16. The Algorithm Theoretical Basis Document for the Atmospheric Delay Correction to GLAS Laser Altimeter Ranges. Volume 8

    NASA Technical Reports Server (NTRS)

    Herring, Thomas A.; Quinn, Katherine J.

    2012-01-01

    NASA s Ice, Cloud, and Land Elevation Satellite (ICESat) mission will be launched late 2001. It s primary instrument is the Geoscience Laser Altimeter System (GLAS) instrument. The main purpose of this instrument is to measure elevation changes of the Greenland and Antarctic icesheets. To accurately measure the ranges it is necessary to correct for the atmospheric delay of the laser pulses. The atmospheric delay depends on the integral of the refractive index along the path that the laser pulse travels through the atmosphere. The refractive index of air at optical wavelengths is a function of density and molecular composition. For ray paths near zenith and closed form equations for the refractivity, the atmospheric delay can be shown to be directly related to surface pressure and total column precipitable water vapor. For ray paths off zenith a mapping function relates the delay to the zenith delay. The closed form equations for refractivity recommended by the International Union of Geodesy and Geophysics (IUGG) are optimized for ground based geodesy techniques and in the next section we will consider whether these equations are suitable for satellite laser altimetry.

  17. A Mars' Year of Topographic Mapping With The Mars Orbiter Laser Altimeter

    NASA Technical Reports Server (NTRS)

    Smith, David E.; Zuber, Maria T.

    2001-01-01

    Since the end of February 1999 the Mars Orbiter Laser Altimeter (MOLA) has been mapping the planet continuously except for a 2 month period around solar conjunction in June 2000. At the end of January 2001 the Mars Global Surveyor Spacecraft (MGS) had completed its prime Mission, one Mars year of observing the planet, and begun the Extended Mission of slightly more than 14 months. MOLA will had acquired over 530 million altimetric measurements by early 2001, and continued to work perfectly. During the Extended Mission the main objective for MOLA will be observations of the seasonal variations in the locations and altitudes of clouds, the changes in the elevations of the polar icecaps due to the deposition and sublimation Of CO2, as well as supporting NASA's search for suitable future landing sites.

  18. Topography of the northern hemisphere of Mars from the Mars Orbiter Laser Altimeter.

    PubMed

    Smith, D E; Zuber, M T; Frey, H V; Garvin, J B; Head, J W; Muhleman, D O; Pettengill, G H; Phillips, R J; Solomon, S C; Zwally, H J; Banerdt, W B; Duxbury, T C

    1998-03-13

    The first 18 tracks of laser altimeter data across the northern hemisphere of Mars from the Mars Global Surveyor spacecraft show that the planet at latitudes north of 50 degrees is exceptionally flat; slopes and surface roughness increase toward the equator. The polar layered terrain appears to be a thick ice-rich formation with a non-equilibrium planform indicative of ablation near the periphery. Slope relations suggest that the northern Tharsis province was uplifted in the past. A profile across Ares Vallis channel suggests that the discharge through the channel was much greater than previously estimated. The martian atmosphere shows significant 1-micrometer atmospheric opacities, particularly in low-lying areas such as Valles Marineris. PMID:9497281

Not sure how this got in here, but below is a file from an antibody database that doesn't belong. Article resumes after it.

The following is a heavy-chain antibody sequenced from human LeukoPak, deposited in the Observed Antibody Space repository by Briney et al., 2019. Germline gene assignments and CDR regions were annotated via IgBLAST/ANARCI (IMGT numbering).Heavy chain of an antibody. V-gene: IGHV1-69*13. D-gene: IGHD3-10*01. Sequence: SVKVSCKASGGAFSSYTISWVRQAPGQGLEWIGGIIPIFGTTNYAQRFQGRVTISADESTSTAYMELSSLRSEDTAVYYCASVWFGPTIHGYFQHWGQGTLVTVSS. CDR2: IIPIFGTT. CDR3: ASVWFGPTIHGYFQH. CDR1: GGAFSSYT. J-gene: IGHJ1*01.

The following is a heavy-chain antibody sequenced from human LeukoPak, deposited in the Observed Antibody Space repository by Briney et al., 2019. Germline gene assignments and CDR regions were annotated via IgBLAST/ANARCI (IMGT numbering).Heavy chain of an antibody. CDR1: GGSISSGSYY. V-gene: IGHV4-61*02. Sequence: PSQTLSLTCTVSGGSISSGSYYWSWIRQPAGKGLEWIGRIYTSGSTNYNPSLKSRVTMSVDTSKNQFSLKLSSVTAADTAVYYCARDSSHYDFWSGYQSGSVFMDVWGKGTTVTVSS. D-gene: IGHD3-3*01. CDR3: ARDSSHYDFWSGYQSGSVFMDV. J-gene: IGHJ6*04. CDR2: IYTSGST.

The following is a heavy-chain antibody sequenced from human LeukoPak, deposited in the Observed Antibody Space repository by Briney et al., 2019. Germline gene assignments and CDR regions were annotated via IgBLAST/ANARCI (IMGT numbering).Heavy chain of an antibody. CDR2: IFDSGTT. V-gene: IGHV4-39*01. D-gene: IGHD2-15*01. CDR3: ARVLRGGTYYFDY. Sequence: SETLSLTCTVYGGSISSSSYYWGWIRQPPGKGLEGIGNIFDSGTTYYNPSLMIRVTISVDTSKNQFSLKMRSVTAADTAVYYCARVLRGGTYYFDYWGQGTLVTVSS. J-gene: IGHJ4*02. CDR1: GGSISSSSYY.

19. Brightening and Volatile Distribution Within Shackleton Crater Observed by the LRO Laser Altimeter.

    NASA Technical Reports Server (NTRS)

    Smith, D. E.; Zuber, M. T.; Head, J. W.; Neumann, G. A.; Mazarico, E.; Torrence, M. H.; Aharonson, O.; Tye, A. R.; Fassett, C. I.; Rosengurg, M. A.; Melosh, H. J.

    2012-01-01

    Shackleton crater, whose interior lies largely in permanent shadow, is of interest due to its potential to sequester volatiles. Observations from the Lunar Orbiter Laser Altimeter onboard the Lunar Reconnaissance Orbiter have enabled an unprecedented topographic characterization, revealing Shackleton to be an ancient, unusually well-preserved simple crater whose interior walls are fresher than its floor and rim. Shackleton floor deposits are nearly the same age as the rim, suggesting little floor deposition since crater formation over 3 billion years ago. At 1064 nm the floor of Shackleton is brighter than the surrounding terrain and the interiors of nearby craters, but not as bright as the interior walls. The combined observations are explainable primarily by downslope movement of regolith on the walls exposing fresher underlying material. The relatively brighter crater floor is most simply explained by decreased space weathering due to shadowing, but a 1-mm-thick layer containing approx 20% surficial ice is an alternative possibility.

  20. Estimates of the moon's geometry using lunar orbiter imagery and Apollo laser altimeter data

    NASA Technical Reports Server (NTRS)

    Jones, R. L.

    1973-01-01

    Selenographic coordinates for about 6000 lunar points identified on the Lunar Orbiter photographs are tabulated and have been combined with those lunar radii derived from the Apollo 15 laser altimeter data. These coordinates were used to derive that triaxial ellipsoid which best fits the moon's irregular surface. Fits were obtaind for different constraints on both the axial orientations and the displacement of the center of the ellipsoid. The semiaxes for the unconstrained ellipsoid were a = 1737.6 km, b = 1735.6 km, and c = 1735.0 km which correspond to a mean radius of about 1736.1 km. These axes were found to be nearly parallel to the moon's principal axes of inertia, and the origin was displaced about 2.0 km from the moon's center of gravity in a direction away from the earth and to the south of the lunar equator.